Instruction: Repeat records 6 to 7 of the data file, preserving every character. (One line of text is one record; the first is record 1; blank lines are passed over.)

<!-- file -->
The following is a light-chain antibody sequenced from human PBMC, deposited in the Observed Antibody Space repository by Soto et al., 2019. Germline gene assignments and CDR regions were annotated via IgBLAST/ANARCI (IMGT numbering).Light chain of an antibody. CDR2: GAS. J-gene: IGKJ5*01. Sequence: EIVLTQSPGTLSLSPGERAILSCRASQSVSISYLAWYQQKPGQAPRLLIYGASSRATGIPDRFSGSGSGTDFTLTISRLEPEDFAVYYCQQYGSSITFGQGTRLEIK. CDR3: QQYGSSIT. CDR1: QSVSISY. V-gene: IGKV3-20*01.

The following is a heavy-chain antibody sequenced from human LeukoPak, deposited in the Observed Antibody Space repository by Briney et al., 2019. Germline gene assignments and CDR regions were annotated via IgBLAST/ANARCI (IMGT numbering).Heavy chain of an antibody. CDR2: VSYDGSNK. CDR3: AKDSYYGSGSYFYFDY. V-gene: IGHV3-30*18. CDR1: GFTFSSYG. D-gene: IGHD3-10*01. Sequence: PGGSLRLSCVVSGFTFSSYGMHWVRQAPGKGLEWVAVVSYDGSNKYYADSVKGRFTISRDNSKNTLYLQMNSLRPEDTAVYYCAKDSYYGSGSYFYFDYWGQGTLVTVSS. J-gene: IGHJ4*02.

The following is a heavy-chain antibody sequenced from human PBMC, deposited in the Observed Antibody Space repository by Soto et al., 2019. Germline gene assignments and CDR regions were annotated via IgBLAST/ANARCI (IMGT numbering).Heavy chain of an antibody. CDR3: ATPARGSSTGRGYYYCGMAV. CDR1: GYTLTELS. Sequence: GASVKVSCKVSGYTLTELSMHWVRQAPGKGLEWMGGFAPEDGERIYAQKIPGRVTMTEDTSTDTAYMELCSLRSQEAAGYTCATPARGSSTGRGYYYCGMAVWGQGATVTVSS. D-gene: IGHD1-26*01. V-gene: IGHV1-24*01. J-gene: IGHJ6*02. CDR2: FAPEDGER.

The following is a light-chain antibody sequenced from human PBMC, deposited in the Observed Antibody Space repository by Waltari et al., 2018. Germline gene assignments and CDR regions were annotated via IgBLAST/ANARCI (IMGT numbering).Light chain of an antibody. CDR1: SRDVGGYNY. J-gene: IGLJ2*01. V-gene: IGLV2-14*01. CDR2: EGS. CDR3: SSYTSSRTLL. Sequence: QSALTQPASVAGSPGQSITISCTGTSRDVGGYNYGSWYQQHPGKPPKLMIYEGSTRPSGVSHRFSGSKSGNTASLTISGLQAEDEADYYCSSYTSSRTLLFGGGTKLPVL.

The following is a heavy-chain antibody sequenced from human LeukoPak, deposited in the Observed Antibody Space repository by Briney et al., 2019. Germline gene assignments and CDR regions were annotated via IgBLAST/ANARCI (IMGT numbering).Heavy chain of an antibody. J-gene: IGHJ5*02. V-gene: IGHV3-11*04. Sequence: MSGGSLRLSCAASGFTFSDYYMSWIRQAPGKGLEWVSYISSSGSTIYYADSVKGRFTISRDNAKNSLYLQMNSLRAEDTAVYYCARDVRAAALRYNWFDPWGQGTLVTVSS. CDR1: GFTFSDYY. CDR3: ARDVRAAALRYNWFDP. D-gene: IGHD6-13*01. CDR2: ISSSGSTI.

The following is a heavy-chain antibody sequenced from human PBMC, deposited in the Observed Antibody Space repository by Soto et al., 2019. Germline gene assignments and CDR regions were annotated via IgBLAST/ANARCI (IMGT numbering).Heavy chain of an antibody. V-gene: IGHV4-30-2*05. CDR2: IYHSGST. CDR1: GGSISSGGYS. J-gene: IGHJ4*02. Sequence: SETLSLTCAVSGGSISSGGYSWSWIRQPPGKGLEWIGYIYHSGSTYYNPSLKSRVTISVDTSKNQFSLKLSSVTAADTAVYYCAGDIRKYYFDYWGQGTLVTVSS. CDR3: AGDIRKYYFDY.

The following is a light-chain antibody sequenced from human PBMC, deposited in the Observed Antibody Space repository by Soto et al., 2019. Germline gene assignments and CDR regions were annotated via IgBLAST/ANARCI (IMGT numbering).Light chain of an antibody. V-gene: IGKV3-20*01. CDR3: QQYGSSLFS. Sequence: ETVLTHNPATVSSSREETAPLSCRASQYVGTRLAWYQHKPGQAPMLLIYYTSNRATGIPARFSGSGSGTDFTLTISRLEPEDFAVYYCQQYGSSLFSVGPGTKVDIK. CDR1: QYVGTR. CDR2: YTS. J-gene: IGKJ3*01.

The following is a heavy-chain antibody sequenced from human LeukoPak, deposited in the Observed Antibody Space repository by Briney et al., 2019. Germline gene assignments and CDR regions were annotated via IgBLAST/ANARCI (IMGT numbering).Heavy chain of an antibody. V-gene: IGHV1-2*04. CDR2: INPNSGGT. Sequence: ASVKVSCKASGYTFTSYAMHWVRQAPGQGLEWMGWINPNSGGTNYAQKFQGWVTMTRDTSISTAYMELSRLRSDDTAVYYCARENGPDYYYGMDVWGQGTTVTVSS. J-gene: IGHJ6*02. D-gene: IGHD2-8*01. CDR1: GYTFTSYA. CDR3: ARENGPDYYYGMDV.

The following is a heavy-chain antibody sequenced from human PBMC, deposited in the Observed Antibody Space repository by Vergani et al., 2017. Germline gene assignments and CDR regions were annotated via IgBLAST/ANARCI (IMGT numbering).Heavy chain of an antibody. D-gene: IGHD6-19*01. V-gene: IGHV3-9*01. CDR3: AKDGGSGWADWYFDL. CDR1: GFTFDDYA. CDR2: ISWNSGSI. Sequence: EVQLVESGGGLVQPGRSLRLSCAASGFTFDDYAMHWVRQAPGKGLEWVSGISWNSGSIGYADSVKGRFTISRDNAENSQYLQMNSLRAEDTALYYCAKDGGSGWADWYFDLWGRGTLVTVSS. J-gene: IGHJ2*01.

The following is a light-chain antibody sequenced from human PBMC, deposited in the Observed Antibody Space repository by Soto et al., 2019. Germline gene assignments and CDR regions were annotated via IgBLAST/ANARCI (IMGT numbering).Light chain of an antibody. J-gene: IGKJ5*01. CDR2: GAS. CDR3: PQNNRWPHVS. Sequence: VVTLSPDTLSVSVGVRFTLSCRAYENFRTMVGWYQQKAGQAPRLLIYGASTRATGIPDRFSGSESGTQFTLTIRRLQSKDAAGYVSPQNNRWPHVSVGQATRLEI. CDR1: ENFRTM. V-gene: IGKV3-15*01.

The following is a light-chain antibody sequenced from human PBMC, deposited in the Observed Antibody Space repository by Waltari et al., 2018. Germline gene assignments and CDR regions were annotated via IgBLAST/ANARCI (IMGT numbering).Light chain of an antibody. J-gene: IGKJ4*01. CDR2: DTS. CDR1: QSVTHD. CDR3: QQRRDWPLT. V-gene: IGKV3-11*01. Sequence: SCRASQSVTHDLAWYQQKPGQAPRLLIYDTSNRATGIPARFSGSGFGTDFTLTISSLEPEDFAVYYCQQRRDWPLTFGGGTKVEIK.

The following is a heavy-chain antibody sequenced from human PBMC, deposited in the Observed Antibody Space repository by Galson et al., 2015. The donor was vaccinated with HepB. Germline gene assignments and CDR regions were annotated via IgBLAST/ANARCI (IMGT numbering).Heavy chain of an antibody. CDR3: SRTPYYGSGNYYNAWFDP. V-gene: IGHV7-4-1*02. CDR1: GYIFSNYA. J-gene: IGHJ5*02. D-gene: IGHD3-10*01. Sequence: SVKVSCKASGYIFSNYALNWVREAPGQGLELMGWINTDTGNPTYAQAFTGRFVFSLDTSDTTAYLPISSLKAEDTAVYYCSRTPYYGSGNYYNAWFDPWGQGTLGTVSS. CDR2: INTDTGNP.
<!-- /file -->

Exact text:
The following is a heavy-chain antibody sequenced from human PBMC, deposited in the Observed Antibody Space repository by Soto et al., 2019. Germline gene assignments and CDR regions were annotated via IgBLAST/ANARCI (IMGT numbering).Heavy chain of an antibody. V-gene: IGHV4-30-2*05. CDR2: IYHSGST. CDR1: GGSISSGGYS. J-gene: IGHJ4*02. Sequence: SETLSLTCAVSGGSISSGGYSWSWIRQPPGKGLEWIGYIYHSGSTYYNPSLKSRVTISVDTSKNQFSLKLSSVTAADTAVYYCAGDIRKYYFDYWGQGTLVTVSS. CDR3: AGDIRKYYFDY.

The following is a light-chain antibody sequenced from human PBMC, deposited in the Observed Antibody Space repository by Soto et al., 2019. Germline gene assignments and CDR regions were annotated via IgBLAST/ANARCI (IMGT numbering).Light chain of an antibody. V-gene: IGKV3-20*01. CDR3: QQYGSSLFS. Sequence: ETVLTHNPATVSSSREETAPLSCRASQYVGTRLAWYQHKPGQAPMLLIYYTSNRATGIPARFSGSGSGTDFTLTISRLEPEDFAVYYCQQYGSSLFSVGPGTKVDIK. CDR1: QYVGTR. CDR2: YTS. J-gene: IGKJ3*01.